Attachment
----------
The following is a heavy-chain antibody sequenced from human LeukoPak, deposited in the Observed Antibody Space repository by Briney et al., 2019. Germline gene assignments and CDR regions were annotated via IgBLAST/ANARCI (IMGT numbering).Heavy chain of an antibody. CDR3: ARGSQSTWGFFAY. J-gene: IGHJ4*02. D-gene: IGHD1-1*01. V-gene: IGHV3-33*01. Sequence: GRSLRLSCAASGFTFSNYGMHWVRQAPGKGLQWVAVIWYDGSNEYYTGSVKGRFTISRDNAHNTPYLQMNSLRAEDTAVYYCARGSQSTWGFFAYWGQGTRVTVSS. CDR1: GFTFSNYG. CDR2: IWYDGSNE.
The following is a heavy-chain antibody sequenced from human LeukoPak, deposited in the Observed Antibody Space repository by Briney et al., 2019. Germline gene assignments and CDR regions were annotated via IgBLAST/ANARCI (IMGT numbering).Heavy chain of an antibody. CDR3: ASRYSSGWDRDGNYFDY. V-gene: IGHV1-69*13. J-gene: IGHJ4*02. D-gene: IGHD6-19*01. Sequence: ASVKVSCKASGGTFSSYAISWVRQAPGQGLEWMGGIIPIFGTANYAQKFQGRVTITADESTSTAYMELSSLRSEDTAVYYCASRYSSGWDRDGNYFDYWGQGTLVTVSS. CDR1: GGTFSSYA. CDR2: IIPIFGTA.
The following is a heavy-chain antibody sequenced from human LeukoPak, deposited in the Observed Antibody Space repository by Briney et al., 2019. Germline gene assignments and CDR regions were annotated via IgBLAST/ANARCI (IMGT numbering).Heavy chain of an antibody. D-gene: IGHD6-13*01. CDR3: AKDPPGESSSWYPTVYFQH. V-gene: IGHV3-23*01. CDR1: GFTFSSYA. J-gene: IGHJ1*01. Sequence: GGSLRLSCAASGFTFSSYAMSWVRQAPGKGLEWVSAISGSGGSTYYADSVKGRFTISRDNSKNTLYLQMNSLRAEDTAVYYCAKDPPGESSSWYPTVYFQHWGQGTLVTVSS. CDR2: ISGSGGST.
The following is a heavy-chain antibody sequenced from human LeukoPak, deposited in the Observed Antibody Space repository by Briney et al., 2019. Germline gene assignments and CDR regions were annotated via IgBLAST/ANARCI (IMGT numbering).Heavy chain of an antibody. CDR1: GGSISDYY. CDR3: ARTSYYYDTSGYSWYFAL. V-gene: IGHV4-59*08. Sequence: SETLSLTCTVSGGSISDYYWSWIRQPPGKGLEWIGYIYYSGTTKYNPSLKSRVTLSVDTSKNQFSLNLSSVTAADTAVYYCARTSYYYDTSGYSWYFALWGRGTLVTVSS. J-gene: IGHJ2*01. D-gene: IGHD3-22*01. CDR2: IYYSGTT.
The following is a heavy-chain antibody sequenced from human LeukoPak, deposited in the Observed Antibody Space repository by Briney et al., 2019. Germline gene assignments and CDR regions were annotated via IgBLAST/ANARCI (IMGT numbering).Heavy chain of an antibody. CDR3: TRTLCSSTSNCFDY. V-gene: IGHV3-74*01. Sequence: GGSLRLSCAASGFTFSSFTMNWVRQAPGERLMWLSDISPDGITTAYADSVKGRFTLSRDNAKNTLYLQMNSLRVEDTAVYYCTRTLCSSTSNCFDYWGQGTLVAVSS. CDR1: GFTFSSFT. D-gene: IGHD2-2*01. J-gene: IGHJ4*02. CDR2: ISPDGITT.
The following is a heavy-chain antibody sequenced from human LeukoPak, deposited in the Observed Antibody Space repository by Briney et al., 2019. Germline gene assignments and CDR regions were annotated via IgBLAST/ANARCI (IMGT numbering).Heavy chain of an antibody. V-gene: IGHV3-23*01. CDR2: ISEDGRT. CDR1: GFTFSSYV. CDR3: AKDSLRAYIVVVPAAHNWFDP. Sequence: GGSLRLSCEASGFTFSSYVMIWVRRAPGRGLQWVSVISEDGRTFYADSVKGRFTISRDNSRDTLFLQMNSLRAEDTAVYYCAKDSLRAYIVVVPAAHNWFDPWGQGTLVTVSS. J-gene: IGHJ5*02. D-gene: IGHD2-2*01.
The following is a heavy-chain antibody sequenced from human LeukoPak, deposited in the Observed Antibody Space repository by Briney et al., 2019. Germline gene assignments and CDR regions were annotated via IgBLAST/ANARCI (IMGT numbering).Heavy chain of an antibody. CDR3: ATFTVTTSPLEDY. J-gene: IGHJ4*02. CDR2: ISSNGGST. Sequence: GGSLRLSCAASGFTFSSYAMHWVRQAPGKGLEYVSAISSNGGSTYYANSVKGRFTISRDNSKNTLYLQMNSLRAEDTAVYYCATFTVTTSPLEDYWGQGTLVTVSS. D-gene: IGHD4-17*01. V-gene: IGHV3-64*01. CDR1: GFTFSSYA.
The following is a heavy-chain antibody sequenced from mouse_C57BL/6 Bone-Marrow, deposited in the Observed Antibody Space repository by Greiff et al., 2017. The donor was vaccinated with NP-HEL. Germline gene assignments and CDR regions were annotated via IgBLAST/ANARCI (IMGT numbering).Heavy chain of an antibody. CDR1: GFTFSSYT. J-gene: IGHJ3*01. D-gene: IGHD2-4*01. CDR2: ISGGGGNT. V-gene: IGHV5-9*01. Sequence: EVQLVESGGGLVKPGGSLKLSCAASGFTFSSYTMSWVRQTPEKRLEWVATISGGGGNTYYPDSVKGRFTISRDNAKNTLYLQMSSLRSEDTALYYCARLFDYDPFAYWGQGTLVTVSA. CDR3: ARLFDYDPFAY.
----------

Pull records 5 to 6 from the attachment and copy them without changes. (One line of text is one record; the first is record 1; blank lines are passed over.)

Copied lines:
The following is a heavy-chain antibody sequenced from human LeukoPak, deposited in the Observed Antibody Space repository by Briney et al., 2019. Germline gene assignments and CDR regions were annotated via IgBLAST/ANARCI (IMGT numbering).Heavy chain of an antibody. CDR3: TRTLCSSTSNCFDY. V-gene: IGHV3-74*01. Sequence: GGSLRLSCAASGFTFSSFTMNWVRQAPGERLMWLSDISPDGITTAYADSVKGRFTLSRDNAKNTLYLQMNSLRVEDTAVYYCTRTLCSSTSNCFDYWGQGTLVAVSS. CDR1: GFTFSSFT. D-gene: IGHD2-2*01. J-gene: IGHJ4*02. CDR2: ISPDGITT.
The following is a heavy-chain antibody sequenced from human LeukoPak, deposited in the Observed Antibody Space repository by Briney et al., 2019. Germline gene assignments and CDR regions were annotated via IgBLAST/ANARCI (IMGT numbering).Heavy chain of an antibody. V-gene: IGHV3-23*01. CDR2: ISEDGRT. CDR1: GFTFSSYV. CDR3: AKDSLRAYIVVVPAAHNWFDP. Sequence: GGSLRLSCEASGFTFSSYVMIWVRRAPGRGLQWVSVISEDGRTFYADSVKGRFTISRDNSRDTLFLQMNSLRAEDTAVYYCAKDSLRAYIVVVPAAHNWFDPWGQGTLVTVSS. J-gene: IGHJ5*02. D-gene: IGHD2-2*01.